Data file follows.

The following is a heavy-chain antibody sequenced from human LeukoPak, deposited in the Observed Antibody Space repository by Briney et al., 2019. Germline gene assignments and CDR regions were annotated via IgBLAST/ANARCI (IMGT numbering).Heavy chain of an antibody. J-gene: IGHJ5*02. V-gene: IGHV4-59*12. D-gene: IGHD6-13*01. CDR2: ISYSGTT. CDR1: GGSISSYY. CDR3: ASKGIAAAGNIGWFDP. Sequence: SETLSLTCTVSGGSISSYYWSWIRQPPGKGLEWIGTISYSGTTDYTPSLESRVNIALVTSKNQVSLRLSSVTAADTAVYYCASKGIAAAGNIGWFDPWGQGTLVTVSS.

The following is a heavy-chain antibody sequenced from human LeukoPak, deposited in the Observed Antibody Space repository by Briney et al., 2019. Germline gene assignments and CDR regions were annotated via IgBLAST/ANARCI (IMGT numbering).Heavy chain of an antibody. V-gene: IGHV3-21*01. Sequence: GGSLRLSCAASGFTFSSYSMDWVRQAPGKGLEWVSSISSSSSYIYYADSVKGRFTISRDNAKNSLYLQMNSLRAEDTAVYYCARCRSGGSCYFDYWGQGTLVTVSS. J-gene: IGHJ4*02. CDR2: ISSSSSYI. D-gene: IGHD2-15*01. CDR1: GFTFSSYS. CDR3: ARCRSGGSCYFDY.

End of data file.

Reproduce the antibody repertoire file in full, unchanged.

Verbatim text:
The following is a heavy-chain antibody sequenced from human LeukoPak, deposited in the Observed Antibody Space repository by Briney et al., 2019. Germline gene assignments and CDR regions were annotated via IgBLAST/ANARCI (IMGT numbering).Heavy chain of an antibody. J-gene: IGHJ5*02. V-gene: IGHV4-59*12. D-gene: IGHD6-13*01. CDR2: ISYSGTT. CDR1: GGSISSYY. CDR3: ASKGIAAAGNIGWFDP. Sequence: SETLSLTCTVSGGSISSYYWSWIRQPPGKGLEWIGTISYSGTTDYTPSLESRVNIALVTSKNQVSLRLSSVTAADTAVYYCASKGIAAAGNIGWFDPWGQGTLVTVSS.

The following is a heavy-chain antibody sequenced from human LeukoPak, deposited in the Observed Antibody Space repository by Briney et al., 2019. Germline gene assignments and CDR regions were annotated via IgBLAST/ANARCI (IMGT numbering).Heavy chain of an antibody. V-gene: IGHV3-21*01. Sequence: GGSLRLSCAASGFTFSSYSMDWVRQAPGKGLEWVSSISSSSSYIYYADSVKGRFTISRDNAKNSLYLQMNSLRAEDTAVYYCARCRSGGSCYFDYWGQGTLVTVSS. J-gene: IGHJ4*02. CDR2: ISSSSSYI. D-gene: IGHD2-15*01. CDR1: GFTFSSYS. CDR3: ARCRSGGSCYFDY.